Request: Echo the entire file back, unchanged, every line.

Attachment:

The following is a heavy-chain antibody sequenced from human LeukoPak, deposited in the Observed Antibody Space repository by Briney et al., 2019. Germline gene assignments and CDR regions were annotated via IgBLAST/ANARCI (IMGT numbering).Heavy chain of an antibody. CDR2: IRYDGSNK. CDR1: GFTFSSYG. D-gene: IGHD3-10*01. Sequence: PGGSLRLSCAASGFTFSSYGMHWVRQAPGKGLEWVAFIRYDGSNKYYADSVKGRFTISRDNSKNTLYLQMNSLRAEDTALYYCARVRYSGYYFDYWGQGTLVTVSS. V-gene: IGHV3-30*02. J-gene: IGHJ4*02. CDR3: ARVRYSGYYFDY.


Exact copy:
The following is a heavy-chain antibody sequenced from human LeukoPak, deposited in the Observed Antibody Space repository by Briney et al., 2019. Germline gene assignments and CDR regions were annotated via IgBLAST/ANARCI (IMGT numbering).Heavy chain of an antibody. CDR2: IRYDGSNK. CDR1: GFTFSSYG. D-gene: IGHD3-10*01. Sequence: PGGSLRLSCAASGFTFSSYGMHWVRQAPGKGLEWVAFIRYDGSNKYYADSVKGRFTISRDNSKNTLYLQMNSLRAEDTALYYCARVRYSGYYFDYWGQGTLVTVSS. V-gene: IGHV3-30*02. J-gene: IGHJ4*02. CDR3: ARVRYSGYYFDY.